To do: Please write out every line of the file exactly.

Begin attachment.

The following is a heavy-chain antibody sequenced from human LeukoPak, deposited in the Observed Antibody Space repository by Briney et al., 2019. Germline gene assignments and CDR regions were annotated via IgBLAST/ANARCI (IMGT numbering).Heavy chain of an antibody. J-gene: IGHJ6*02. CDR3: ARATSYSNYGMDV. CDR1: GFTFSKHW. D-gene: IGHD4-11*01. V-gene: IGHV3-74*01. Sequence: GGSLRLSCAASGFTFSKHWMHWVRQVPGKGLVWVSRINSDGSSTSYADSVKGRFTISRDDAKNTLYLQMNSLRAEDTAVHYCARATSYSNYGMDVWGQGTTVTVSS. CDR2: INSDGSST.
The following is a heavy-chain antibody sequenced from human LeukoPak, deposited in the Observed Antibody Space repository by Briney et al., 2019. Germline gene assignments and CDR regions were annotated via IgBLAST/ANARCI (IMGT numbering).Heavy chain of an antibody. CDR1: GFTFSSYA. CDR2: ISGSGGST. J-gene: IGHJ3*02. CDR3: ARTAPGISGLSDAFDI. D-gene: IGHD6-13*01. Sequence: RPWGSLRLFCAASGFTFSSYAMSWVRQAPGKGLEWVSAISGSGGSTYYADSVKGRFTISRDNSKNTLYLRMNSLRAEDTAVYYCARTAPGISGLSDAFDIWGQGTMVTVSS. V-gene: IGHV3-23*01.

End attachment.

The following is a heavy-chain antibody sequenced from human LeukoPak, deposited in the Observed Antibody Space repository by Briney et al., 2019. Germline gene assignments and CDR regions were annotated via IgBLAST/ANARCI (IMGT numbering).Heavy chain of an antibody. J-gene: IGHJ6*02. CDR3: ARATSYSNYGMDV. CDR1: GFTFSKHW. D-gene: IGHD4-11*01. V-gene: IGHV3-74*01. Sequence: GGSLRLSCAASGFTFSKHWMHWVRQVPGKGLVWVSRINSDGSSTSYADSVKGRFTISRDDAKNTLYLQMNSLRAEDTAVHYCARATSYSNYGMDVWGQGTTVTVSS. CDR2: INSDGSST.
The following is a heavy-chain antibody sequenced from human LeukoPak, deposited in the Observed Antibody Space repository by Briney et al., 2019. Germline gene assignments and CDR regions were annotated via IgBLAST/ANARCI (IMGT numbering).Heavy chain of an antibody. CDR1: GFTFSSYA. CDR2: ISGSGGST. J-gene: IGHJ3*02. CDR3: ARTAPGISGLSDAFDI. D-gene: IGHD6-13*01. Sequence: RPWGSLRLFCAASGFTFSSYAMSWVRQAPGKGLEWVSAISGSGGSTYYADSVKGRFTISRDNSKNTLYLRMNSLRAEDTAVYYCARTAPGISGLSDAFDIWGQGTMVTVSS. V-gene: IGHV3-23*01.